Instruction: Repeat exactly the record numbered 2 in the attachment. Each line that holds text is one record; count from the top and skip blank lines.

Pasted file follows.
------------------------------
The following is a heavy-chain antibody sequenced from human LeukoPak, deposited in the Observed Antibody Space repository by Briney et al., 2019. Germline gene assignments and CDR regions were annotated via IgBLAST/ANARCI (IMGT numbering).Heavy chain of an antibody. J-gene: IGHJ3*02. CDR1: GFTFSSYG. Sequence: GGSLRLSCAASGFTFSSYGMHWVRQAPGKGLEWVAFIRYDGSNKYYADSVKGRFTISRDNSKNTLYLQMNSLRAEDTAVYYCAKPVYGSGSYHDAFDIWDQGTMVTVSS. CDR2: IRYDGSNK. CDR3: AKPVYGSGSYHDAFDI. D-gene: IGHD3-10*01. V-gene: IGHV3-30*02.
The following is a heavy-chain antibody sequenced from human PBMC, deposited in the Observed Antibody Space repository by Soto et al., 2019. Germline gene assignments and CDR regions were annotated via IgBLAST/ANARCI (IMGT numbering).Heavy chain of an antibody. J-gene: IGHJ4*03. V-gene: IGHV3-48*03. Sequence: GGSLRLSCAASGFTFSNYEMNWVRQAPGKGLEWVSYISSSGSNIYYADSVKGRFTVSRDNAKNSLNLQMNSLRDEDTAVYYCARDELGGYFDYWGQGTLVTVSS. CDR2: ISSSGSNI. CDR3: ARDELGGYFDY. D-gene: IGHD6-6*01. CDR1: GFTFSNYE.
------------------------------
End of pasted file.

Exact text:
The following is a heavy-chain antibody sequenced from human PBMC, deposited in the Observed Antibody Space repository by Soto et al., 2019. Germline gene assignments and CDR regions were annotated via IgBLAST/ANARCI (IMGT numbering).Heavy chain of an antibody. J-gene: IGHJ4*03. V-gene: IGHV3-48*03. Sequence: GGSLRLSCAASGFTFSNYEMNWVRQAPGKGLEWVSYISSSGSNIYYADSVKGRFTVSRDNAKNSLNLQMNSLRDEDTAVYYCARDELGGYFDYWGQGTLVTVSS. CDR2: ISSSGSNI. CDR3: ARDELGGYFDY. D-gene: IGHD6-6*01. CDR1: GFTFSNYE.